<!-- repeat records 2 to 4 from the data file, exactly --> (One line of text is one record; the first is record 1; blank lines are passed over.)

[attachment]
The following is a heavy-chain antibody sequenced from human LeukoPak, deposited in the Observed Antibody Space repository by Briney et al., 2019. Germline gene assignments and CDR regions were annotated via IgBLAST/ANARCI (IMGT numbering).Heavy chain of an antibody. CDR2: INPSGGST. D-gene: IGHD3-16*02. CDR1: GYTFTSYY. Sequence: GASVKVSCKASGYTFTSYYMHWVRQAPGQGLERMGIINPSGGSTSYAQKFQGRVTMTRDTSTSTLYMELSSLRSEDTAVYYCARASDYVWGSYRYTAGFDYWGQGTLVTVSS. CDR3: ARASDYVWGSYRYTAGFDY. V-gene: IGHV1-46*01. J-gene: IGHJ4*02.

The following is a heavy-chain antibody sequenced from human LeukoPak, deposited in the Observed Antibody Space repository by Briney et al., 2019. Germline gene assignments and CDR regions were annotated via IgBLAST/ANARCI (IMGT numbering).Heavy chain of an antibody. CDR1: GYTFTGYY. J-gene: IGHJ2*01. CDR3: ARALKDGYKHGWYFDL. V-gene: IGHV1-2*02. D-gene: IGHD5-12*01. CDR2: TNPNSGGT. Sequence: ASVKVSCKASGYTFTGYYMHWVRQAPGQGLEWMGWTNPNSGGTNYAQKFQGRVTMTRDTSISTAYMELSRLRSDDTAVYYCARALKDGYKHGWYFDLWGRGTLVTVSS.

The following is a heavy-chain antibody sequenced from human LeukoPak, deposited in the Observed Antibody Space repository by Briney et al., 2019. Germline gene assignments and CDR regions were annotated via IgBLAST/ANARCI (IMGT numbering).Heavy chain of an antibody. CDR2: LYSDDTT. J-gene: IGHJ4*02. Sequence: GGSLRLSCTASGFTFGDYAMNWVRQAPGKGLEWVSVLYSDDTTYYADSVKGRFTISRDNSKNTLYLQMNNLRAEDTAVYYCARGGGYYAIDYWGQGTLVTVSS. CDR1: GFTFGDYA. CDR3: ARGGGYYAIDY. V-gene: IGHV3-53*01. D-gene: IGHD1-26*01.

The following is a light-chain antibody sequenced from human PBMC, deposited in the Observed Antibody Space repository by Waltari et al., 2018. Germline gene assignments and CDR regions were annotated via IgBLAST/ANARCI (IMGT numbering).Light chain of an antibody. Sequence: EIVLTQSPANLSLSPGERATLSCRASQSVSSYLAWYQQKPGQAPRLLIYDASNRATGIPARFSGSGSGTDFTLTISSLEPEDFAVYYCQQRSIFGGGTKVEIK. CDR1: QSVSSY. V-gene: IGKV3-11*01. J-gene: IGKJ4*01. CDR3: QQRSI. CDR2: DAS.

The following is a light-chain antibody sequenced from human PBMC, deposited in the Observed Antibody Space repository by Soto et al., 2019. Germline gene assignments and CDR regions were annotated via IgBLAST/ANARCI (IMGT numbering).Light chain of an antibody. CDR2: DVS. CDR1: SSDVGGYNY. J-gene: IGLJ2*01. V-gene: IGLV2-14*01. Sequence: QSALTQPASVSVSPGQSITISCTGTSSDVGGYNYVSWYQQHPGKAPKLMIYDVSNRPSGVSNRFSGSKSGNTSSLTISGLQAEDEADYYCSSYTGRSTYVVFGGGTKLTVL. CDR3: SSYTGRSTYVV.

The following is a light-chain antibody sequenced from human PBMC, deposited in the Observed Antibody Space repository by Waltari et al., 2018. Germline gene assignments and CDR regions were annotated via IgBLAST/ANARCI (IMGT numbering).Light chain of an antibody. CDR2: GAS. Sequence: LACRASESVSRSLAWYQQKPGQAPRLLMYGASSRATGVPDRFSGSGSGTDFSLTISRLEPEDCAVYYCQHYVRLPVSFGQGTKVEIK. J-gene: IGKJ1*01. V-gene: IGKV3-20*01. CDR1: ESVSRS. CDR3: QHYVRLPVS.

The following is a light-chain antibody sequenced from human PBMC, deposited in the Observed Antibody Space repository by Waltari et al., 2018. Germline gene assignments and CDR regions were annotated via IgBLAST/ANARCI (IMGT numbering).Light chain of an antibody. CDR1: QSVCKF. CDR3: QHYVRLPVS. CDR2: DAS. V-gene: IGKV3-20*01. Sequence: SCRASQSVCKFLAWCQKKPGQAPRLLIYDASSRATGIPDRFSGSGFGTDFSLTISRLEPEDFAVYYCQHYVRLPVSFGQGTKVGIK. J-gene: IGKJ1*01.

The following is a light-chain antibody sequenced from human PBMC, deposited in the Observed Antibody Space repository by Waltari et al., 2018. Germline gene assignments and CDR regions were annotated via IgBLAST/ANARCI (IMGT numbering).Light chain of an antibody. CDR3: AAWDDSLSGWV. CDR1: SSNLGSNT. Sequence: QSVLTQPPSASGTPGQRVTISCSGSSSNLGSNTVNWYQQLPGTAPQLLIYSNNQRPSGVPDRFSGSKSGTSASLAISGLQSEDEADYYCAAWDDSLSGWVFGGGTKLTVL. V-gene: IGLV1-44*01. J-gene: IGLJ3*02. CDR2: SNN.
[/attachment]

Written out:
The following is a heavy-chain antibody sequenced from human LeukoPak, deposited in the Observed Antibody Space repository by Briney et al., 2019. Germline gene assignments and CDR regions were annotated via IgBLAST/ANARCI (IMGT numbering).Heavy chain of an antibody. CDR1: GYTFTGYY. J-gene: IGHJ2*01. CDR3: ARALKDGYKHGWYFDL. V-gene: IGHV1-2*02. D-gene: IGHD5-12*01. CDR2: TNPNSGGT. Sequence: ASVKVSCKASGYTFTGYYMHWVRQAPGQGLEWMGWTNPNSGGTNYAQKFQGRVTMTRDTSISTAYMELSRLRSDDTAVYYCARALKDGYKHGWYFDLWGRGTLVTVSS.

The following is a heavy-chain antibody sequenced from human LeukoPak, deposited in the Observed Antibody Space repository by Briney et al., 2019. Germline gene assignments and CDR regions were annotated via IgBLAST/ANARCI (IMGT numbering).Heavy chain of an antibody. CDR2: LYSDDTT. J-gene: IGHJ4*02. Sequence: GGSLRLSCTASGFTFGDYAMNWVRQAPGKGLEWVSVLYSDDTTYYADSVKGRFTISRDNSKNTLYLQMNNLRAEDTAVYYCARGGGYYAIDYWGQGTLVTVSS. CDR1: GFTFGDYA. CDR3: ARGGGYYAIDY. V-gene: IGHV3-53*01. D-gene: IGHD1-26*01.

The following is a light-chain antibody sequenced from human PBMC, deposited in the Observed Antibody Space repository by Waltari et al., 2018. Germline gene assignments and CDR regions were annotated via IgBLAST/ANARCI (IMGT numbering).Light chain of an antibody. Sequence: EIVLTQSPANLSLSPGERATLSCRASQSVSSYLAWYQQKPGQAPRLLIYDASNRATGIPARFSGSGSGTDFTLTISSLEPEDFAVYYCQQRSIFGGGTKVEIK. CDR1: QSVSSY. V-gene: IGKV3-11*01. J-gene: IGKJ4*01. CDR3: QQRSI. CDR2: DAS.